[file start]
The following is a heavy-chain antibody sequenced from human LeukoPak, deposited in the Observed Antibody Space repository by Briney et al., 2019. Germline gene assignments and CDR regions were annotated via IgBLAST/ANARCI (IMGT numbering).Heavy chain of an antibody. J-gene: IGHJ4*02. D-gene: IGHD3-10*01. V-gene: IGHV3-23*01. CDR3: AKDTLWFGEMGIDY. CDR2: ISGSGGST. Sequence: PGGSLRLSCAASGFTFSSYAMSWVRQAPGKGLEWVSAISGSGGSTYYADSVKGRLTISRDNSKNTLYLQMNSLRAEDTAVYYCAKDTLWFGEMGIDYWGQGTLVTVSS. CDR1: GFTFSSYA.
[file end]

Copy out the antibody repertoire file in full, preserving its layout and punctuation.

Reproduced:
The following is a heavy-chain antibody sequenced from human LeukoPak, deposited in the Observed Antibody Space repository by Briney et al., 2019. Germline gene assignments and CDR regions were annotated via IgBLAST/ANARCI (IMGT numbering).Heavy chain of an antibody. J-gene: IGHJ4*02. D-gene: IGHD3-10*01. V-gene: IGHV3-23*01. CDR3: AKDTLWFGEMGIDY. CDR2: ISGSGGST. Sequence: PGGSLRLSCAASGFTFSSYAMSWVRQAPGKGLEWVSAISGSGGSTYYADSVKGRLTISRDNSKNTLYLQMNSLRAEDTAVYYCAKDTLWFGEMGIDYWGQGTLVTVSS. CDR1: GFTFSSYA.